17.5 C
Athens
Τετάρτη, 28 Φεβρουαρίου, 2024
ΑρχικήEnglish EditionSánchez’s action: National betrayal or answer to political struggle?

Sánchez’s action: National betrayal or answer to political struggle?


By Phaidra Chrysostali,

Spain is currently dealing with a political struggle that has alerted the EU stage due to the large protests erupting all over the cities. The Spanish turmoil began after Prime Minister Pedro Sánchez, violated the rule of law when he offered amnesty to Puigdemont and other convicted Catalans in exchange for voters.

Prime Minister Pedro Sánchez, who has been in power since 2018, did not succeed in securing the parliamentary support to form a government in the July elections, despite the support of the far-right Vox party. Therefore, to defeat his opponent, Alberto Nunez Feijoo, he sought an alliance with the regionalist groups, which included the Catalan pro-independence parties. In exchange for their voters, Sanchez accepted several concessions including the adoption of the amnesty bill for separatist leaders and activists who were prosecuted for their involvement in Catalonia’s 2017 secession attempt, and as a result, he managed to reach a governing majority.

Image source: Paco Freire/Sopa Images/Shutterstock

The Catalan independence movement is a political and social movement that seeks the independence of Catalonia from Spain. Catalonia is home to 7.7 million people and is governed by a crucially fragile coalition of pro-independence parties who seek economic independence and a separate identity from Spain. Catalan separatists can be traced back to the 19th century through regionalist and nationalist movements that were most likely influenced by the idea of bringing back the history of the Catalan identity of the Middle Ages. As these ideas were surfacing in 2017, 92% of the Catalan population backed an illegal referendum on October 1 2017 that supported the separation of Catalonia from Spain. The Catalan parliament proceeded to declare independence but the Spanish government did not tolerate such action and using the article 155 emergency powers, it imposed a direct rule, dissolved the parliament, and sacked its leaders. During these events, the Spanish government imprisoned politicians and beat voters and finally, Spain’s Supreme Court sentenced nine of the Catalan leaders.

Catalan separatists have been an internal matter for Spain for many years and the government failed to deal with the separatists’ pleas for support. As a consequence, the issue has been damaging Spain’s democratic credentials, and was also indicated in the 2017 Economist Intelligence Unit that Spain risked being downgraded from a “full democracy” to a “flawed” one over its handling of the situation. Sánchez’s action of using the amnesty threatened once again the independence of Spain’s judiciary, and as a result, led 170,000 out onto the streets demonstrating and demanding not to let separatists divide Spain. Could we consider Sánchez’s action as a national betrayal? Can a Western government tolerate such actions or should it be stricter when dealing with unethical leaders?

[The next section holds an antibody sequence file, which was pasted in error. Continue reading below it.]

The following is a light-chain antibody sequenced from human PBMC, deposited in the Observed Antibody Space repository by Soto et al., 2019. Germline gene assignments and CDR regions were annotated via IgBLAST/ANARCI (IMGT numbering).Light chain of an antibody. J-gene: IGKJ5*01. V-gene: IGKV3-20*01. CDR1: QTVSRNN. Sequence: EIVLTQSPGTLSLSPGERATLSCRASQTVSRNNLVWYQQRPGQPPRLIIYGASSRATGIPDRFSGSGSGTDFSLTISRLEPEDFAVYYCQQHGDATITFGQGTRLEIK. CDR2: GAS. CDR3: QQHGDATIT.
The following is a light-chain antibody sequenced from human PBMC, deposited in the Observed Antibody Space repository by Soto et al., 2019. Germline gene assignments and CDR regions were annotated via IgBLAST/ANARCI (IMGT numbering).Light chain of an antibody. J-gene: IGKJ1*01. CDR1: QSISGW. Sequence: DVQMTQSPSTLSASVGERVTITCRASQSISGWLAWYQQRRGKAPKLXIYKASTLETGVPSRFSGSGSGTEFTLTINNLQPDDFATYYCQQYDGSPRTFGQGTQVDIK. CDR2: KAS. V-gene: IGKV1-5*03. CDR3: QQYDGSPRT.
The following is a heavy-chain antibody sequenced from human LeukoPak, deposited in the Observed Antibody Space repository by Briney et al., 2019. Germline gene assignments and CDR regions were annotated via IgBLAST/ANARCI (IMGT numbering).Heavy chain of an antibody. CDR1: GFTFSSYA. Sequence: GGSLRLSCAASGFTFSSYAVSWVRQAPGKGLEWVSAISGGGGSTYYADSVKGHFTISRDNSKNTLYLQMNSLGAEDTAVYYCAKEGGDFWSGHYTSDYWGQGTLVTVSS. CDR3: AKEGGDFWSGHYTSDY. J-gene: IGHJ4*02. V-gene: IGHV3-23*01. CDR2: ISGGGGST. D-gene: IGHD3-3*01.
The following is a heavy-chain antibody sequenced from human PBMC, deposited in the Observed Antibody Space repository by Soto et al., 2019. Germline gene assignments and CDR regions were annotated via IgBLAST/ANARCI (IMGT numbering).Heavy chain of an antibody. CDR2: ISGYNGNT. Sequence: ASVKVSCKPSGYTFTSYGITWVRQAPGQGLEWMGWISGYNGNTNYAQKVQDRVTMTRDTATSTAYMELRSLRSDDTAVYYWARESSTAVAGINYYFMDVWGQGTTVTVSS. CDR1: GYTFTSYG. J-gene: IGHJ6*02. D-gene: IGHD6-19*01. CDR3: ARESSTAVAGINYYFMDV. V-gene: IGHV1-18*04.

Spanish citizens do not seem willing to tolerate Sánchez’s cooperation with the Catalan separatists and have fueled a large Spanish nationalist movement. Conservatives and right-wing parties have strongly condemned Sánchez’s “unethical” action and lack of moral limits. The majority of Spain believes that the amnesty will bring back Catalan separatists and history will be repeated, and this time maybe even worse.

Image source: AFP

In conclusion, Spain is currently in a very fragile position since there is no political stability and Sánchez seems unphased and unbothered by the thousands of protesters who are marching every day in the streets. The imprisonment of the nine Catalan leaders had brought more stability to the political stage of Spain and pro-independence movements seemed to have decreased. There is no doubt that, despite Sánchez’s decision to offer amnesty, Spain must try to integrate Catalans and eliminate the gap between the whole of Spain and Catalonia. Cooperation could ease their relations and with time offer the government stability.


References 
  • Astier, Henri. “Spain’s Conservatives Rally against Deal with Catalan Separatists.” BBC News, 2023. Available here
  • BBC. “Catalonia’s Bid for Independence from Spain Explained.” BBC News, 2018. Available here
  • Jones, Sam. “Rally Held in Madrid against Catalan Amnesty after Sánchez Sworn in as Spanish PM.” The Guardian, 18 Nov. 2023. Available here
  • “Thousands Protest in Madrid over Proposed Amnesty for Catalan Separatists.” France 24, 2023. Available here

 

TA ΤΕΛΕΥΤΑΙΑ ΑΡΘΡΑ

Phaidra Chrysostali
Phaidra Chrysostali
She was born in Athens in 2001. She holds a degree in International Relations and European Affairs from Deree University, and she is currently pursuing a dual course of study in Political Science and Public Administration at the National Kapodistrian University of Athens, specializing in European and international issues. In her leisure time, she finds joy in reading books, engaging in sports, and writing articles.